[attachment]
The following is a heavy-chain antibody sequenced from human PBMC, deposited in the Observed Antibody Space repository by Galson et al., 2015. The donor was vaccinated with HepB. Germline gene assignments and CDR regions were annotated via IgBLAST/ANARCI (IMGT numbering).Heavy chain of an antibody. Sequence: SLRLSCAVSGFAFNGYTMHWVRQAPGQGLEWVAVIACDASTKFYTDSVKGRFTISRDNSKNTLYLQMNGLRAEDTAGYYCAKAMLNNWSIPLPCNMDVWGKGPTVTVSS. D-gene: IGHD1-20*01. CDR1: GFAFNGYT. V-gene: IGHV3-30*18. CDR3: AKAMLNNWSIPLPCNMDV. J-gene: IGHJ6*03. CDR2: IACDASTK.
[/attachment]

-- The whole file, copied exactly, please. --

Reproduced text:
The following is a heavy-chain antibody sequenced from human PBMC, deposited in the Observed Antibody Space repository by Galson et al., 2015. The donor was vaccinated with HepB. Germline gene assignments and CDR regions were annotated via IgBLAST/ANARCI (IMGT numbering).Heavy chain of an antibody. Sequence: SLRLSCAVSGFAFNGYTMHWVRQAPGQGLEWVAVIACDASTKFYTDSVKGRFTISRDNSKNTLYLQMNGLRAEDTAGYYCAKAMLNNWSIPLPCNMDVWGKGPTVTVSS. D-gene: IGHD1-20*01. CDR1: GFAFNGYT. V-gene: IGHV3-30*18. CDR3: AKAMLNNWSIPLPCNMDV. J-gene: IGHJ6*03. CDR2: IACDASTK.